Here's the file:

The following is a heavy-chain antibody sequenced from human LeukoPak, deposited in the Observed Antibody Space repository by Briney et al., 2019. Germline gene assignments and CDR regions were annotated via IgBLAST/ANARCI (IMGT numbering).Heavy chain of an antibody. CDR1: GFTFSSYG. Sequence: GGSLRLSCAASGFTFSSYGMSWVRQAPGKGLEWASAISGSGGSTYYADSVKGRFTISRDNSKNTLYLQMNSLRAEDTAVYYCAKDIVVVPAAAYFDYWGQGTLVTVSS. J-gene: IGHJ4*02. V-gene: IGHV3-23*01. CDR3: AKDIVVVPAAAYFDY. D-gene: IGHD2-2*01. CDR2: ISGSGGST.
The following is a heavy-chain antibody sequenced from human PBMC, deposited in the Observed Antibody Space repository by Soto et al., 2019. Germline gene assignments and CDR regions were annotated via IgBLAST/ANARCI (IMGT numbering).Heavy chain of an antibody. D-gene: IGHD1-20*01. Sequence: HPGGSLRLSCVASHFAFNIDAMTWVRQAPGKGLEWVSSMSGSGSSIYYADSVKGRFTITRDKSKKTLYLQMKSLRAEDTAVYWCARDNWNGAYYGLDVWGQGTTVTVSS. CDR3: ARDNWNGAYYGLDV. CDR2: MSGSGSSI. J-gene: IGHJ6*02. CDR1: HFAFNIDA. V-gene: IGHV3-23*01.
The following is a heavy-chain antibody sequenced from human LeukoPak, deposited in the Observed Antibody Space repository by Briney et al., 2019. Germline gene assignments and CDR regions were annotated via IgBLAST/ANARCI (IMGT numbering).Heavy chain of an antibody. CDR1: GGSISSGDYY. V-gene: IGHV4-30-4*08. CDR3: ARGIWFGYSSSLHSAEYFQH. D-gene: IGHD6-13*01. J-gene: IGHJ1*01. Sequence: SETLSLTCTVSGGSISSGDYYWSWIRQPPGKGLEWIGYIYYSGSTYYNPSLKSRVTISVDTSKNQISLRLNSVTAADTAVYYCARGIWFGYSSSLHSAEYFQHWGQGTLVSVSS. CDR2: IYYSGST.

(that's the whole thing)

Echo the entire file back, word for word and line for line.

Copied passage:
The following is a heavy-chain antibody sequenced from human LeukoPak, deposited in the Observed Antibody Space repository by Briney et al., 2019. Germline gene assignments and CDR regions were annotated via IgBLAST/ANARCI (IMGT numbering).Heavy chain of an antibody. CDR1: GFTFSSYG. Sequence: GGSLRLSCAASGFTFSSYGMSWVRQAPGKGLEWASAISGSGGSTYYADSVKGRFTISRDNSKNTLYLQMNSLRAEDTAVYYCAKDIVVVPAAAYFDYWGQGTLVTVSS. J-gene: IGHJ4*02. V-gene: IGHV3-23*01. CDR3: AKDIVVVPAAAYFDY. D-gene: IGHD2-2*01. CDR2: ISGSGGST.
The following is a heavy-chain antibody sequenced from human PBMC, deposited in the Observed Antibody Space repository by Soto et al., 2019. Germline gene assignments and CDR regions were annotated via IgBLAST/ANARCI (IMGT numbering).Heavy chain of an antibody. D-gene: IGHD1-20*01. Sequence: HPGGSLRLSCVASHFAFNIDAMTWVRQAPGKGLEWVSSMSGSGSSIYYADSVKGRFTITRDKSKKTLYLQMKSLRAEDTAVYWCARDNWNGAYYGLDVWGQGTTVTVSS. CDR3: ARDNWNGAYYGLDV. CDR2: MSGSGSSI. J-gene: IGHJ6*02. CDR1: HFAFNIDA. V-gene: IGHV3-23*01.
The following is a heavy-chain antibody sequenced from human LeukoPak, deposited in the Observed Antibody Space repository by Briney et al., 2019. Germline gene assignments and CDR regions were annotated via IgBLAST/ANARCI (IMGT numbering).Heavy chain of an antibody. CDR1: GGSISSGDYY. V-gene: IGHV4-30-4*08. CDR3: ARGIWFGYSSSLHSAEYFQH. D-gene: IGHD6-13*01. J-gene: IGHJ1*01. Sequence: SETLSLTCTVSGGSISSGDYYWSWIRQPPGKGLEWIGYIYYSGSTYYNPSLKSRVTISVDTSKNQISLRLNSVTAADTAVYYCARGIWFGYSSSLHSAEYFQHWGQGTLVSVSS. CDR2: IYYSGST.